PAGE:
The Badges We Wear

On my way to my second full day of Chaplain Pastoral Education (CPE), I realized I needed to get some gas. While pumping gas I was wearing my chaplain intern badge and my kippah, which made me think about the badges I wear and have worn in my life. It made me smile and think about how sometimes the more things change the more they stay the same.

As a chaplain I will wear a badge, and a beeper and a kippah. At times I will be on call, and will have to stay overnight at the hospital. I flashed back to another time in my life where I was required to wear and to do most of the same things listed above. In my twenties I was a military police investigator, I had a badge, and a beeper. At times I was required to be on call, I spent several nights sleeping at the police station but this time around I won’t have to carry a weapon; I think my kippah is a good replacement for a gun.

When I finished pumping I went into the Shell Gas Station. Inside the station there was Indian music playing in the background and the cashier was of Indian descent with a very thick Indian accent

She said to me, pointing at the top of her head “How do you keep that on your head.” I smiled, it was refreshing to hear that type of question, instead of the others I usually here. I told her I had clips which helped to keep in place. She said again pointing to her head “What if you have no hair. How does it stay in place. The men come in here all the time, they have no hair and I wonder, how does it stay on their head?” I told her I didn’t know and that it just stays on. As we parted she again pointed to her head and told me that she liked mine, referring to my favorite watermelon Kippah.

As I start this journey of my rabbinic formation it’s fitting that this week’s Torah portion contains the priestly blessing. A blessing for well being, sustenance and peace

May God bless you and keep you. May God smile upon you and be gracious with you. May God look with favor upon you and give you peace (Numbers 6:24-26)

Encounter with a Thin but Very Fit Bearded Man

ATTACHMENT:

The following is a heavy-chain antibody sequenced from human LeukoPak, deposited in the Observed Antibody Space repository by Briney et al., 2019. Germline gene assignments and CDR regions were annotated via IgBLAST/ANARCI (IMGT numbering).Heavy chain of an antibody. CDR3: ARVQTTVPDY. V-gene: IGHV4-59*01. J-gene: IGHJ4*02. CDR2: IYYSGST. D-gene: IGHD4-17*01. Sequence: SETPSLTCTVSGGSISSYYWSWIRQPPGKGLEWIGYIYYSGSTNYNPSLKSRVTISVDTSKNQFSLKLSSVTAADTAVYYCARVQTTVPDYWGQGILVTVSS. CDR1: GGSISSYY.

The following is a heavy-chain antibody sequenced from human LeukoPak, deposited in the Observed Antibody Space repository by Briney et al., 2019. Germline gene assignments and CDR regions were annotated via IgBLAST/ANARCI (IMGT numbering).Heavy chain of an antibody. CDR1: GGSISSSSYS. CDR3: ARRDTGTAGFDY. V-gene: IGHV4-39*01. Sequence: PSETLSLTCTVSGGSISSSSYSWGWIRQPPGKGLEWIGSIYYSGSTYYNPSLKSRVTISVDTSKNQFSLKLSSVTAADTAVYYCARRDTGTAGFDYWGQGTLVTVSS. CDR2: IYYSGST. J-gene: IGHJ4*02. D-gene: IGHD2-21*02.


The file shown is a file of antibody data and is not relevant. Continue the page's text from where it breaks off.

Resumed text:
I just finished my first day as a Chaplain Pastoral Education student, which included an all day orientation. After a long day of sitting and being oriented to Holy Redeemer hospital I found myself quite thirsty so on my way home I stopped and walked into a local grocery store, as I was walking I was feeling quite professional, I was wearing my brand new Chaplain badge and a kippah (yalmukah). While in the store a thin but fit bearded man in Jeans and a baseball cap came up to me from behind. I turn and he says with an accent that I now hear as southern I could easily replace his sneakers with cowboy boots, “Are you Jewish” I turn to face him square on and reply with a confident “yes” thinking to myself it should be obvious with the Kippah. Then he says  “Do you go to a synagogue around here?” To which I replied “No I go to a school around here, it’s the Reconstructionist Rabbinical College” He then says “Do you speak Hebrew?” I say to him “modern skills are not that great, I’m more of a text person” Now after all of this I could feel that he got his questions answered and begins his exit and prepares to walk off off as if that’s the end of the conversation and I say to him “Well, what about you…” He looks at me very puzzled as if I am not allowed to ask him any questions, “…Are you looking for a shul to go to around here he says with a very clear “No, I go to Young Israel have you heard of it?” I say “Yes…is it Modern Orthodox” And he says “no, it’s Orthodox.” And that was the end of my encounter with Thin Orthodox man. On the scale of things I’ve had worse conversations with Jews who feel entitled to ask questions but this one was interesting. Maybe because I am now feeling more comfortable in my rabbi skin, or maybe because this man felt very comfortable walking up to me; a stranger, a female and asking me a bunch of questions and he seemed confused when I then turned around and asked him a question but I guess I should be happy you didn’t question my Jewish identity.